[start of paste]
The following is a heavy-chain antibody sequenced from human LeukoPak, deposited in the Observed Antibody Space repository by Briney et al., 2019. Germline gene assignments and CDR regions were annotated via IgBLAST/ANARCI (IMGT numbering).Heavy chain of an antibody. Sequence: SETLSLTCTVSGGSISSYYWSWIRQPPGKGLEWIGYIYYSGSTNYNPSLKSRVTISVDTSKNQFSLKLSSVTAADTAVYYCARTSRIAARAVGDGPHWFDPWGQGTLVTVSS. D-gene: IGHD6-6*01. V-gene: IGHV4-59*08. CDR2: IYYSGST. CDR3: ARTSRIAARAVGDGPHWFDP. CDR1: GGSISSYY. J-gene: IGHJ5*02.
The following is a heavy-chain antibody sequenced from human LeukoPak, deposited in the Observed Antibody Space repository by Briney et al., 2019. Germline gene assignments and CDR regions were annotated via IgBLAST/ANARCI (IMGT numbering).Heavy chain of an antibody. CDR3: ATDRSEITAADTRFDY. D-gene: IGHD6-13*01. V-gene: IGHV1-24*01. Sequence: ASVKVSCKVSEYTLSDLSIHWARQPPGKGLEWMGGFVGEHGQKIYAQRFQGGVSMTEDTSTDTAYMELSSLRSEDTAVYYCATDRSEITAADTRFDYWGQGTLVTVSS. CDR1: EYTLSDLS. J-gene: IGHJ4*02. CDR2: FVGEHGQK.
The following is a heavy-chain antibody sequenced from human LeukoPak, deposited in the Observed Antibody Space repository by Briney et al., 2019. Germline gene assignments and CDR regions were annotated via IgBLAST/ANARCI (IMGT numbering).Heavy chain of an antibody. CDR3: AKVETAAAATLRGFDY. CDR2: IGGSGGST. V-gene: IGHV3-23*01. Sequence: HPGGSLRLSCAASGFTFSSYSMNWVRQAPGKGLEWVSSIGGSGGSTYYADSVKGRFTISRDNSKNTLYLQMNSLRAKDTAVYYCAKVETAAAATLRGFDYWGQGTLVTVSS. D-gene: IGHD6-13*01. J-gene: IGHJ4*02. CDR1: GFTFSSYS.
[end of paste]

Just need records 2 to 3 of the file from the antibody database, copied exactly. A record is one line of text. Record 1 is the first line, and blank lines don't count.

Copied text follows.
The following is a heavy-chain antibody sequenced from human LeukoPak, deposited in the Observed Antibody Space repository by Briney et al., 2019. Germline gene assignments and CDR regions were annotated via IgBLAST/ANARCI (IMGT numbering).Heavy chain of an antibody. CDR3: ATDRSEITAADTRFDY. D-gene: IGHD6-13*01. V-gene: IGHV1-24*01. Sequence: ASVKVSCKVSEYTLSDLSIHWARQPPGKGLEWMGGFVGEHGQKIYAQRFQGGVSMTEDTSTDTAYMELSSLRSEDTAVYYCATDRSEITAADTRFDYWGQGTLVTVSS. CDR1: EYTLSDLS. J-gene: IGHJ4*02. CDR2: FVGEHGQK.
The following is a heavy-chain antibody sequenced from human LeukoPak, deposited in the Observed Antibody Space repository by Briney et al., 2019. Germline gene assignments and CDR regions were annotated via IgBLAST/ANARCI (IMGT numbering).Heavy chain of an antibody. CDR3: AKVETAAAATLRGFDY. CDR2: IGGSGGST. V-gene: IGHV3-23*01. Sequence: HPGGSLRLSCAASGFTFSSYSMNWVRQAPGKGLEWVSSIGGSGGSTYYADSVKGRFTISRDNSKNTLYLQMNSLRAKDTAVYYCAKVETAAAATLRGFDYWGQGTLVTVSS. D-gene: IGHD6-13*01. J-gene: IGHJ4*02. CDR1: GFTFSSYS.